Definition of dialogue in English:
- There isn't much spoken out loud in the film, even though we retained nearly all the dialogue from the book.
- He read all the books and I do mean all and could recite large passages of film dialogue by heart.
- A series of ads for Borden dairy products featured dialogues between Elsie the cow and her blustering husband Elmer.
- The overall effect of the changes described above has been to allow firms to re-enter a direct dialogue with each of their customers.
- Without direct dialogue with students on this question, it is difficult to say.
- We're not just wanting a dialogue with the government-we need the government to move towards us.
verb[no object] chiefly North American Back to top
- Civil society means we have to be willing to dialogue with others with whom we disagree.
- Armed with this information, patients may find it easier to dialogue with their doctors.
- Who are the various constituent groups that we need to dialogue with about this?
- The film is sparsely dialoged and the simplicity and razor sharp focus of Kiewslowski's very Christian fable about suffering, love and redemption makes Heavenhighly unusual but powerfully sweet in its simple lyricism.
- The subsequent Greek tragedy is perceptively detailed, exhaustively dialogued, and incohesively patched together.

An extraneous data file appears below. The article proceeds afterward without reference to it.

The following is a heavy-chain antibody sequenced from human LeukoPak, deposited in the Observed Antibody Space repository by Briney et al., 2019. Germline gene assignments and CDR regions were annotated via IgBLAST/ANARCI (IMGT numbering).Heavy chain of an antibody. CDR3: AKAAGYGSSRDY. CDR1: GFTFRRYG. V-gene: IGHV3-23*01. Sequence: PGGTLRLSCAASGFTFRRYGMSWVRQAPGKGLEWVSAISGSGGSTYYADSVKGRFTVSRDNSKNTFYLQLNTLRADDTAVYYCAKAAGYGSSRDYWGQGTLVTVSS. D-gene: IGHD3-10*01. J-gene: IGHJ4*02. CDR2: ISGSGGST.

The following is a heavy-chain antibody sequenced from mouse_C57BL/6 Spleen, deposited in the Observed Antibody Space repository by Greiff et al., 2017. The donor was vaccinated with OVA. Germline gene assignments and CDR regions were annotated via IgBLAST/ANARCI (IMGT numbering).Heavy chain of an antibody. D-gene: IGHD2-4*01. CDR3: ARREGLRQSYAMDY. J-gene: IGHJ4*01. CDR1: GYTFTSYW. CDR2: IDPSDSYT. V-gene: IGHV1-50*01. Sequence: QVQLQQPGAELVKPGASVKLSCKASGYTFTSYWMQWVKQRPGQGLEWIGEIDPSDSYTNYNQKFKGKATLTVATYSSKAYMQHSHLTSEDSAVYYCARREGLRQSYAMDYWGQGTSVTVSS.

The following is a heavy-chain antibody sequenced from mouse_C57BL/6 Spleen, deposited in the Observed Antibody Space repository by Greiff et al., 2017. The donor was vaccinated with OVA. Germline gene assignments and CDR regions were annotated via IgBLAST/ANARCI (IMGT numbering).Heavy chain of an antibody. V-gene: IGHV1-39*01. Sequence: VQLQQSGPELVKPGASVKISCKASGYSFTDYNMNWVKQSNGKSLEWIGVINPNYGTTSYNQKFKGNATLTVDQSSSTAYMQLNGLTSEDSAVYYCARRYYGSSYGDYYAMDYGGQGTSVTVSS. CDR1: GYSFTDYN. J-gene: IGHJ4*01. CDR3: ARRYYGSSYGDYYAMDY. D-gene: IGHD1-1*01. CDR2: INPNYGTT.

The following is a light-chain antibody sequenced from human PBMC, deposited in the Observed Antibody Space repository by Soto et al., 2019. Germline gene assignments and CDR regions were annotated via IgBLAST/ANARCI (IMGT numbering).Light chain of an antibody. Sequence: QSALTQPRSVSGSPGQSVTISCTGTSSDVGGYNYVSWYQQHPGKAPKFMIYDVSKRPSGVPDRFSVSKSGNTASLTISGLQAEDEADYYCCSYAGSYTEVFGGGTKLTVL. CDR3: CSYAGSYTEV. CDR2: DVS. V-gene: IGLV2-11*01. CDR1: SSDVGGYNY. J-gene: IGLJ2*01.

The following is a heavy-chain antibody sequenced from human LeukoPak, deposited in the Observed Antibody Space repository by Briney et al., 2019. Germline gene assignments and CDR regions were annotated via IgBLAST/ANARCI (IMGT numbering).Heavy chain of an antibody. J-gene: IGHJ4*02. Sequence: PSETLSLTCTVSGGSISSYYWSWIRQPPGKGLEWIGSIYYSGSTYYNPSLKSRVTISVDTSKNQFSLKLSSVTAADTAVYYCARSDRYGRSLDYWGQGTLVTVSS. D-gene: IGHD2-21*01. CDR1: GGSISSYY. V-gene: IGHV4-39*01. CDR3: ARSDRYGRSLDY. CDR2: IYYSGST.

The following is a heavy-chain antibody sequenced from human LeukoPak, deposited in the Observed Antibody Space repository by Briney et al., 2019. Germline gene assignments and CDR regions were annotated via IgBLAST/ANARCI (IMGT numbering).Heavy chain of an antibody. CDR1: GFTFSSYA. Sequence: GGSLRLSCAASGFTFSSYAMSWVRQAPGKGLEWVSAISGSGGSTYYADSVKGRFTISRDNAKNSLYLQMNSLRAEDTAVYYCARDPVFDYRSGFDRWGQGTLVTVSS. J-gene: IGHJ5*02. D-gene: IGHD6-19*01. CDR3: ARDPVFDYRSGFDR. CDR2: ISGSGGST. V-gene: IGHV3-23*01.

- dialogue of the deaf
- A discussion in which each party is unresponsive to what the other says.Example sentences
- It is, however, many years since the G7 fulfilled this role and its meetings are now dialogues of the deaf.
- By the late 1930s, they began to act accordingly, thus contributing to a fascinating dialog of the deaf between purveyors and users of new technologies and techniques.
- We are left with learned dialogues of the deaf, consisting solely of competing scholarly monologues in the present.
This comes via Old French and Latin from Greek dialogos, from dialegesthai ‘converse with, speak alternately’: the formative elements are dia- ‘through, across’ and legein ‘speak’. The tendency in English is to confine the sense to a conversation between two people, perhaps by associating the prefix dia- with di-. Dia- is also found in diameter (Late Middle English) ‘the measure across’; diaphanous (early 17th century) ‘shows through’; diaphragm (Late Middle English) a barrier that is literally a ‘fence through’, and diaspora (late 19th century) a scattering across.
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